An assessment report from the International Centre for Integrated Mountain Development (ICIMOD), the Kathmandu-based eight-nation inter-governmental organisation, states that glaciers in the Hindu Kush Himalayan (HKH) region could lose up to 80 per cent of their current volume by the end of the century, on current emissions trajectories. 

In most of the Himalayan regions, climate crisis has already started forcing farmers to shift to other crops. For example, apple has traditionally been grown in the Kullu district of Himachal Pradesh, but there is a decline in apple production in some areas where farmers have been diversifying the crops to secure their incomes.   

For example, Motilal, a progressive farmer in Banjar who realised six years back that apple cultivation was no longer sustainable in the region, diversified into other cash crops such as capsicum, pomegranate and mushroom, using poly-lined tanks and a micro-irrigation system. “But, this year’s long drought has scared the hell out us,” he says, adding that he and other farmers “are worried about our livelihoods this year”.

Back in the rural areas of Kashmir, the problems associated with the current climate-driven drought go beyond farmers’ worries. For example, in many rural areas, streams which the rural communities are dependent on for water have partially or completely dried up. People in most of the villages also suffer long power outages which are blamed on a lack of required river-flows for the power turbines to function to their potential.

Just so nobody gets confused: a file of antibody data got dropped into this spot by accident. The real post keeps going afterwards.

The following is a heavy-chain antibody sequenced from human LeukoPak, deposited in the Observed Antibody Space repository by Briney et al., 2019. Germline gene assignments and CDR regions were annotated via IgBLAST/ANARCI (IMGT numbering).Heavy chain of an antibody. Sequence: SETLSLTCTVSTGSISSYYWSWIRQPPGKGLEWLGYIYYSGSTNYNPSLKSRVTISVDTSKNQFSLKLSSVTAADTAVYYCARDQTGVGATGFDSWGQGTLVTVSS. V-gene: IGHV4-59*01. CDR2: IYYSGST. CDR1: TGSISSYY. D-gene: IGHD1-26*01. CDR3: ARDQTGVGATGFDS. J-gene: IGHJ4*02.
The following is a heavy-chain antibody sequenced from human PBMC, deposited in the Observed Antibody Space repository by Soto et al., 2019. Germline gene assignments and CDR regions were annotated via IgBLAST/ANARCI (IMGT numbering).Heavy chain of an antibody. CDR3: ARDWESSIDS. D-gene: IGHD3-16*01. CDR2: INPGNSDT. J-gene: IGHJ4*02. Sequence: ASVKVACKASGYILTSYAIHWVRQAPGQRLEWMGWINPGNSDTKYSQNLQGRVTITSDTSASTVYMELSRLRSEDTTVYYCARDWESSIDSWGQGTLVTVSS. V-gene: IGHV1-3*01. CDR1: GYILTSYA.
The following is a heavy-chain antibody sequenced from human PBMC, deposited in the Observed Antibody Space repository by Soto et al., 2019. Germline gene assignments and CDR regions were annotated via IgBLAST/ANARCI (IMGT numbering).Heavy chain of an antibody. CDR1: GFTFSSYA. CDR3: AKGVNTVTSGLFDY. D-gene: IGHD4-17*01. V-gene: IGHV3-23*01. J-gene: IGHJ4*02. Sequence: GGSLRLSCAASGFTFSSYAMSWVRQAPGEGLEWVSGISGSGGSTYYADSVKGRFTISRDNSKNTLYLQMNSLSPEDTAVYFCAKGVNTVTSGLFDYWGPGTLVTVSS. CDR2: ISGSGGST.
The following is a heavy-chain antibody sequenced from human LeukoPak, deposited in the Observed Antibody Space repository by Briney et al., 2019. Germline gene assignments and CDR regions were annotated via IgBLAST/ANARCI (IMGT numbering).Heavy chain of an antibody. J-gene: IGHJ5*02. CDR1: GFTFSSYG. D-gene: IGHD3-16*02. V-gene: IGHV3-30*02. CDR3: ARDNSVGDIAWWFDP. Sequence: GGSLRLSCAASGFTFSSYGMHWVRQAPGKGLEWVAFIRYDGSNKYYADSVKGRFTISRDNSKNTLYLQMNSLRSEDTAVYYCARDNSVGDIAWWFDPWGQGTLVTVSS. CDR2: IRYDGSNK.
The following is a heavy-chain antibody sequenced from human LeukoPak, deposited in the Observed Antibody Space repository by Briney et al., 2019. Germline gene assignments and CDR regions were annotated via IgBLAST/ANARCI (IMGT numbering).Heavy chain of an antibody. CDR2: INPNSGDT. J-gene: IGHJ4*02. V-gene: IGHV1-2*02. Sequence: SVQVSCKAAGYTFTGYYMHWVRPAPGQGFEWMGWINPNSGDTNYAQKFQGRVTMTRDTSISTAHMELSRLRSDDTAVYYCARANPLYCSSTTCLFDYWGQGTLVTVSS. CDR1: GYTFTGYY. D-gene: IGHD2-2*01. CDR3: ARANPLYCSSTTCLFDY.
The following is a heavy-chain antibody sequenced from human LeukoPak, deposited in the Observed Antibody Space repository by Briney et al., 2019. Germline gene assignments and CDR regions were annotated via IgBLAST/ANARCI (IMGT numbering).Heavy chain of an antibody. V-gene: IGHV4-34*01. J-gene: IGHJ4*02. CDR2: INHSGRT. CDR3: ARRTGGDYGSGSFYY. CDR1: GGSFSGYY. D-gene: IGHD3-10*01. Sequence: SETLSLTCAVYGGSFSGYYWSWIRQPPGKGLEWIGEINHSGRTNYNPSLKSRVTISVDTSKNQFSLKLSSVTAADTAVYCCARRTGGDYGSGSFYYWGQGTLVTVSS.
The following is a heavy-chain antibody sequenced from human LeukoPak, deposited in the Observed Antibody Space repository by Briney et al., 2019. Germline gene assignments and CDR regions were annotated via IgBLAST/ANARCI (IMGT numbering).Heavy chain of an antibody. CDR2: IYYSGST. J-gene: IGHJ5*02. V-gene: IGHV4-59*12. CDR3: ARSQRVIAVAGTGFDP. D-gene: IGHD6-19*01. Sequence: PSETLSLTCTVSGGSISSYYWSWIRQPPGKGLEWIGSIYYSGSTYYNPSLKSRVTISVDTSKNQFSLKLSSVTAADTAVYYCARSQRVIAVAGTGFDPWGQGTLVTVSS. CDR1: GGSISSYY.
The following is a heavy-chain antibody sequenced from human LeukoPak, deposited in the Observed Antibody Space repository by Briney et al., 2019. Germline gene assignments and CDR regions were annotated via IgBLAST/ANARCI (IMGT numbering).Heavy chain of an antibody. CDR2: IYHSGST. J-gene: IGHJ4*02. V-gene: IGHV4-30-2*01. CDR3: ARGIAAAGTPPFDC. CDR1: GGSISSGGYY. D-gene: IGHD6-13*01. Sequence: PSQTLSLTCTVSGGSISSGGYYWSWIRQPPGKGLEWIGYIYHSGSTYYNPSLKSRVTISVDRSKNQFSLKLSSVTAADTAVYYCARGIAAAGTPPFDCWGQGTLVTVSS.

“We barely get power supply for one or two hours in 24 hours,” Jamsheeda Begam, a villager, told this writer over phone. In some areas, the drought has also caused forest fires. Over the past three weeks, dozens of forest-fire incidents have been reported in several areas of the Himalayas. People are so worried that they are holding special congregational prayers seeking divine help for the culmination of the long drought. Recently, hundreds of thousands of Muslims gathered in dozens of large mosques across Kashmir to hold special prayers for snowfall.   

People in the Himalayas, including those in the picturesque Kashmir valley, which is nestled between the Great Himalayas and the Pir Panjal mountain range, are unaccustomed to drought. For generations, subsistence agriculturalists have relied on glacial melt and rainfall to irrigate their farmland. That seems to be changing – now this scenic Himalayan region is feeling the pinch of climate change.

Following the enforcement of the Big Landed Estates Abolition Act in 1959, a landmark legislation in Kashmir hailed a great reform by the then local government, over 9,000 landowners were stripped of over 100,000 hectares of land, which was transferred to hundreds of thousands of peasants, thereby creating an agrarian-based economy in Kashmir.

It is thanks to that historically important reform that over 70 per cent of the population of Kashmir currently rely on agriculture for livelihoods, cultivating such crops as rice, maize, pulses, saffron and potatoes. Livelihoods of people living in other Himalayan regions are also predominantly dependent on agricultural activities which are now threatened by climate-induced extreme weather events such as the ongoing prolonged drought.    

Athar Parvaiz is a freelance journalist based in Srinagar/ Kashmir, India. Contact: atharparvaiz.ami(at)